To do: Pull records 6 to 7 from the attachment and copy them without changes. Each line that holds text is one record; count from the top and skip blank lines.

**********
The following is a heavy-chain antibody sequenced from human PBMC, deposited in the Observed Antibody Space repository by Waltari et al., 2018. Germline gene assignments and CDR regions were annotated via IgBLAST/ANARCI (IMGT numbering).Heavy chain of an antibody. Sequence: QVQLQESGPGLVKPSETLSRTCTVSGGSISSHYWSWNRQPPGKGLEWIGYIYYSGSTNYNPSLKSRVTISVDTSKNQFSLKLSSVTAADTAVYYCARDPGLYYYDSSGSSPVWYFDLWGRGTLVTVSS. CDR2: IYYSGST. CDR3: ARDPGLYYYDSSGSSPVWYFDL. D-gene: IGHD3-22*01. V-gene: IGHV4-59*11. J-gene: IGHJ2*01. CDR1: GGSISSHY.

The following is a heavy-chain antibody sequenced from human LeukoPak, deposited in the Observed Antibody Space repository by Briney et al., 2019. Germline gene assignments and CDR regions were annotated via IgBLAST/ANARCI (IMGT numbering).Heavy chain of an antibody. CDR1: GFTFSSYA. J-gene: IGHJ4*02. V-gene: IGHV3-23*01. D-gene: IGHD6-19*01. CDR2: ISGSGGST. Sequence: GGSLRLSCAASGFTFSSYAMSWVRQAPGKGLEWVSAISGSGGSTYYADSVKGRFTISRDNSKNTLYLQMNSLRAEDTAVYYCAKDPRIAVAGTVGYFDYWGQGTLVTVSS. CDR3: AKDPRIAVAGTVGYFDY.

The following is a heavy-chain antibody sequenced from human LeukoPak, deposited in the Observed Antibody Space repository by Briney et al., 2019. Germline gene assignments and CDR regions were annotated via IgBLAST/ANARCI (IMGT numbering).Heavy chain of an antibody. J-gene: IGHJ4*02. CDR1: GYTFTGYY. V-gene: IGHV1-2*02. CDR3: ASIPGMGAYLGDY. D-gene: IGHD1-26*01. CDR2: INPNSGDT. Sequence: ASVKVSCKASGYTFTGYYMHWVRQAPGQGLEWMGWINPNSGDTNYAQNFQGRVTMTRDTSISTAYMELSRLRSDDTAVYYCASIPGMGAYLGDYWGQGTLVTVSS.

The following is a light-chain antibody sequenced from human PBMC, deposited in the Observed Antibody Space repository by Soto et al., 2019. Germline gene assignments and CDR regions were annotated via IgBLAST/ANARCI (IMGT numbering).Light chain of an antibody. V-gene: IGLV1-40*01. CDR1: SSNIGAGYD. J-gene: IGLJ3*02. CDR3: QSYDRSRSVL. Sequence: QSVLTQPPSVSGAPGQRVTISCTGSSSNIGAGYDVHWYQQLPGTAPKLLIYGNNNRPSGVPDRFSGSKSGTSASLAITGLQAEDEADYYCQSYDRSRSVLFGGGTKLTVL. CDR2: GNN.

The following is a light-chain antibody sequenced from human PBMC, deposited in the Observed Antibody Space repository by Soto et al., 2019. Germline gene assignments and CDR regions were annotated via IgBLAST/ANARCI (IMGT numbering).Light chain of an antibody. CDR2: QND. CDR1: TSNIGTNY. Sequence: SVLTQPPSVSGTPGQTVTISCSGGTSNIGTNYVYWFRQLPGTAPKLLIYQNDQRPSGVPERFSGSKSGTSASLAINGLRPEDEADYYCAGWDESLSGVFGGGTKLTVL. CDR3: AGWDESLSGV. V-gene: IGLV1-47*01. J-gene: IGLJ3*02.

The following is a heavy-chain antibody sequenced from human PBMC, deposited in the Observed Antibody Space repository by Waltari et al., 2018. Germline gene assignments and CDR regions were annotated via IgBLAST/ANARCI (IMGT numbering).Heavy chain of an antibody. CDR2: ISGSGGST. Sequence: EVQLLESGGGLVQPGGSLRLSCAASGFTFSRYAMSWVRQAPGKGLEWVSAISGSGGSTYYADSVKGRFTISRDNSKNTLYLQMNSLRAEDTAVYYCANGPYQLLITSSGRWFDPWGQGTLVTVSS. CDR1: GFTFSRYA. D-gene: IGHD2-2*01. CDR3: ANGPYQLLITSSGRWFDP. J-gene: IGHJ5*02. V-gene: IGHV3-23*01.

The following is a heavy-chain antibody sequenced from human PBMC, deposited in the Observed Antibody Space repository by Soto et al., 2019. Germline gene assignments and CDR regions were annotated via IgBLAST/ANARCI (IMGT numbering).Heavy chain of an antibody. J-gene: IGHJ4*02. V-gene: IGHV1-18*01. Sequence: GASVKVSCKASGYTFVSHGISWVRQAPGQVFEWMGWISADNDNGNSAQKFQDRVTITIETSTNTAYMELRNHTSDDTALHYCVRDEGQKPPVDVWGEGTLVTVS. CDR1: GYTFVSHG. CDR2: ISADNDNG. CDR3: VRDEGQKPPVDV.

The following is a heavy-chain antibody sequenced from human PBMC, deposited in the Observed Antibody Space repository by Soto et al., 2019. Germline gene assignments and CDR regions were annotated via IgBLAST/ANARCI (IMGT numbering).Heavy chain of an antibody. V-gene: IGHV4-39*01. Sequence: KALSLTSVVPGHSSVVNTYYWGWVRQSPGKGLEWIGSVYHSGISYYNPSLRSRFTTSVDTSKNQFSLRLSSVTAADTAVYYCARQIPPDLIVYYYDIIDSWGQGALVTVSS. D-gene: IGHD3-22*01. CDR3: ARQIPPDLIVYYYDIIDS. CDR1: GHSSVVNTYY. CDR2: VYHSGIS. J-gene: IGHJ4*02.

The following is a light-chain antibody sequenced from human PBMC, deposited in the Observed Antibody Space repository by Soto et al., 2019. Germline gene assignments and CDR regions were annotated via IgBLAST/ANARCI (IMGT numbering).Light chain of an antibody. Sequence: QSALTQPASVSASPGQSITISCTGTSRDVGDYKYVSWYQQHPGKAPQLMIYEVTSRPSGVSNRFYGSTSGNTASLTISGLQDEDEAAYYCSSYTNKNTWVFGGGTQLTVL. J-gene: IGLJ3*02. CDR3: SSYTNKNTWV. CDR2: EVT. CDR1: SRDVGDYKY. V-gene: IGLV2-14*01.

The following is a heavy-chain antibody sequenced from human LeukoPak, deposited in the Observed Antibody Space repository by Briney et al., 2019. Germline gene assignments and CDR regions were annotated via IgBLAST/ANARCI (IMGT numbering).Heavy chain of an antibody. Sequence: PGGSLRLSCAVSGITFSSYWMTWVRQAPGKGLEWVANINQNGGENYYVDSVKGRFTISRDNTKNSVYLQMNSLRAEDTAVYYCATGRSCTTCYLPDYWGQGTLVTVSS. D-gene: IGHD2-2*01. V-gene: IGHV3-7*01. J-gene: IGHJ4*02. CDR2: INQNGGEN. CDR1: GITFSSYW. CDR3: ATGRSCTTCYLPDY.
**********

The following is a heavy-chain antibody sequenced from human PBMC, deposited in the Observed Antibody Space repository by Waltari et al., 2018. Germline gene assignments and CDR regions were annotated via IgBLAST/ANARCI (IMGT numbering).Heavy chain of an antibody. CDR2: ISGSGGST. Sequence: EVQLLESGGGLVQPGGSLRLSCAASGFTFSRYAMSWVRQAPGKGLEWVSAISGSGGSTYYADSVKGRFTISRDNSKNTLYLQMNSLRAEDTAVYYCANGPYQLLITSSGRWFDPWGQGTLVTVSS. CDR1: GFTFSRYA. D-gene: IGHD2-2*01. CDR3: ANGPYQLLITSSGRWFDP. J-gene: IGHJ5*02. V-gene: IGHV3-23*01.

The following is a heavy-chain antibody sequenced from human PBMC, deposited in the Observed Antibody Space repository by Soto et al., 2019. Germline gene assignments and CDR regions were annotated via IgBLAST/ANARCI (IMGT numbering).Heavy chain of an antibody. J-gene: IGHJ4*02. V-gene: IGHV1-18*01. Sequence: GASVKVSCKASGYTFVSHGISWVRQAPGQVFEWMGWISADNDNGNSAQKFQDRVTITIETSTNTAYMELRNHTSDDTALHYCVRDEGQKPPVDVWGEGTLVTVS. CDR1: GYTFVSHG. CDR2: ISADNDNG. CDR3: VRDEGQKPPVDV.